The Second Annual Conference on Gross National Happiness The Second International Conference on Gross National Happiness
Local Pathways to Global Wellbeing
St. Francis Xavier University, Antigonish, Nova Scotia, Canada
June 20 to June 24, 2005

June 22 pm Workshop Report 2213
Promoting Local and Indigenous Culture

Karma Ura, Director Centre for Bhutan Studies
Mary Jane Lamond, Nova Scotia
Jean Timsit, France (chair)

Rapporteur: Laura Delaney
Karma Ura Mr. Urma gave an informational slide show about Bhutan.
The following comments arouse from that presentation:
  • Is modernization a cultural shift from mountains to the plains for people, and shift of animals from plains to mountains?
  • Bhutan is culturally diverse. Because of poor communication between areas bordered by rivers, several languages have developed.
  • Bhutan used to have a trans-human culture, with winter to summer seasonal vertical migration change. However, Bhutan is now noticing a trend toward permanent village-town migration.
  • A typical way of greeting someone in Bhutan is "Are you coming from above or below?" because of the mountainous region.
  • How to preserve culture?
    • Local knowledge is very important. This is the culture of ordinary people. These are the people who leave a small ecological footprint.
    • This local knowledge is best preserved by a decentralized government.
    • Cultures change because of media and freedom.
  • The King of Bhutan would conduct country-wide village meetings. He would travel around the country visiting every village to discuss five year-plans with the villagers.
  • Agriculture drives Bhutan.
  • Bhutan exports fruit, ginger, potato.
  • The Bhutanese utilize organic compost in farming.
  • The transportation systems in Bhutan are "primitive" compared to those in western society. But the question is: do they need more?
  • School can be 1-2 hours walking distance for children.
  • The handicraft of smithery is almost wiped out.
  • Bhutanese swords used to be very famous.
  • Architecture is very labour intensive.
  • Chilies and betel nut are common staples in everyday food.
Q Will the opening of the country destroy the cultural preservation that has occurred in Bhutan?
Karma Ura Everything changes with the opening. But we are trying to slow down the changes. If we change abruptly, many problems will occur.

The country currently appears to be self sustaining. When you open up to modernization, you begin buying and selling, and this is a different mindset. The trade mindset is very different.

One of the reasons that Bhutan has preserved its culture is because is has not been conquered by a foreign power.

The biggest problem is the change in the culture of feelings. When youth with interact with outside cultures through media such as television they are influenced by different faiths and beliefs. This is dividing the older age group from the youth.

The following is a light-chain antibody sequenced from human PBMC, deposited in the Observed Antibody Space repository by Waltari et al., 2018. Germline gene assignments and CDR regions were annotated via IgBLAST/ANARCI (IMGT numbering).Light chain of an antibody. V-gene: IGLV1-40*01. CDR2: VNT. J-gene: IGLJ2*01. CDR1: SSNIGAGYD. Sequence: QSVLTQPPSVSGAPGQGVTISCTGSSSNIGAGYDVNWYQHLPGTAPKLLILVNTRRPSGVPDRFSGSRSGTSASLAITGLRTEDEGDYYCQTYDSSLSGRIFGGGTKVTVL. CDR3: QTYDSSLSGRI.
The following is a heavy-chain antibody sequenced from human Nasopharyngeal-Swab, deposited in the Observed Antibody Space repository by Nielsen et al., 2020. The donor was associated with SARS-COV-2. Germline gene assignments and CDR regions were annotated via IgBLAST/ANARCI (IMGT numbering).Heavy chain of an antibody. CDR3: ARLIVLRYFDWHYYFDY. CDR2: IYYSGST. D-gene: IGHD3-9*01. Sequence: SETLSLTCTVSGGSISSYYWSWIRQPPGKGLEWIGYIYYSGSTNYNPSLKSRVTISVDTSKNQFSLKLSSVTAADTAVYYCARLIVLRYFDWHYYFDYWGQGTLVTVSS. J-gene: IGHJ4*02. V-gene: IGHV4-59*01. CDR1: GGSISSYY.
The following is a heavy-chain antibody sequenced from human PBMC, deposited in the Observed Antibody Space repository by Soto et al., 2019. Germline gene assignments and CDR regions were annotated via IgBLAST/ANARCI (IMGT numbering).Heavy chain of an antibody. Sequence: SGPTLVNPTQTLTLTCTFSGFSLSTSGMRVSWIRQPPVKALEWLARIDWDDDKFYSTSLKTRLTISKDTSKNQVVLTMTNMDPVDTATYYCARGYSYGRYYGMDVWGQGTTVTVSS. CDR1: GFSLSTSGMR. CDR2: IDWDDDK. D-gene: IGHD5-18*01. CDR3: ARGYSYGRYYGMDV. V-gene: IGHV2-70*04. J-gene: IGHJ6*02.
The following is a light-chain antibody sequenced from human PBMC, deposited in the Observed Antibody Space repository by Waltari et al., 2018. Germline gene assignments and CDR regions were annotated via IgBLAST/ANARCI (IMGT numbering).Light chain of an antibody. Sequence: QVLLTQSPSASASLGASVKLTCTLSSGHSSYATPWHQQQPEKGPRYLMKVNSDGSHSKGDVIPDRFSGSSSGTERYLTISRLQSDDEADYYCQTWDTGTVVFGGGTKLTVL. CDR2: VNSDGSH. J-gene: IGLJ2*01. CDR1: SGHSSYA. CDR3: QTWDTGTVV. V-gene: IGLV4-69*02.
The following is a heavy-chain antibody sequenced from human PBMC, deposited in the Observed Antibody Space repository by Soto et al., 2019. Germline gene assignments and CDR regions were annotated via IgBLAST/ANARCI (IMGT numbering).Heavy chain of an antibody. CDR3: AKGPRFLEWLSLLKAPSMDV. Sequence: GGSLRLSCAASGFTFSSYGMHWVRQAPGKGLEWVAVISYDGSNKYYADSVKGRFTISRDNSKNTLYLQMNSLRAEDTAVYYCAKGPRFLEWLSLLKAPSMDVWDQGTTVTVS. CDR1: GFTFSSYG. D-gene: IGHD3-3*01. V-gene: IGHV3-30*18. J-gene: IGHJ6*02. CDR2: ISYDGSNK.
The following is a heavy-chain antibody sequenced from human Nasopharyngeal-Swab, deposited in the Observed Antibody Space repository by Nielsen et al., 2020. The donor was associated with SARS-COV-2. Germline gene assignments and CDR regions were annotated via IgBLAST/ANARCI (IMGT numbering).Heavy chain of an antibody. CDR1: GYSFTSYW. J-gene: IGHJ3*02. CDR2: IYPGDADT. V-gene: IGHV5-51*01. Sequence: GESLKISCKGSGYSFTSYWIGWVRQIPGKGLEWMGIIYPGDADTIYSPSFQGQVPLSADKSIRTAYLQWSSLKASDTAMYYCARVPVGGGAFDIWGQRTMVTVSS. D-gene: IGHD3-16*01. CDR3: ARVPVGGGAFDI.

Migration is taking place from villages to towns. We have urbanization, separating the indigenous people from the new people.

One of the dilemmas of modernization and "progress" is we get people migrating to get access to education. Our focus on education can force people out of their villages and into the city. We need to examine the relation between education and jobs, and how do we make it attractive for people to stay in the village?

We tend to frame change in terms of "before and after". However, trade has always existed and change has always been happening. We need to be conscious of the directions that modernization can take. We can channel modernization in certain ways.
Q Are the media controls in Bhutan being used to buy time to "Bhutanize" modern influences (e.g. television)?
Karma Ura Bhutan wants to slow down the speed of globalization. If we subscribe to decentralization, then diversity can still exist.
Q Why is Nepalese not being taught in Bhutanese schools alongside the other languages?
Karma Ura Nepal is its own culture and language group — it is not a minority. In total there are 18 language groups in Bhutan, the largest is the eastern block. The eastern language is not in the school curriculum, and neither is the second largest. In the case of Nepalese, it is not taught, but what is taught is one that is general and has universal appeal within Bhutan.
Mary Jane Lamond Preserving Gaelic culture, language and song.
  • In the 9th and 10th Centuries, Irish monks were writing stories in the margins of their texts. Stories that may have come from folk culture. These stories are long and elaborate.
  • The Gaels have a tradition of storytelling. Song is also a very important part of the culture, and there is tenacity to oral tradition.
  • The language is the art form of Gaelic culture. Within Gaelic culture there is a lack of visual arts, but language is a very powerful art form.
  • Beginning in the 1700s, the Gaels did not win their war against the British. People were forced out of Scotland by the tens of thousands. In the late 1700s people began to arrive in Nova Scotia. This was one of the most intense European migrations in history.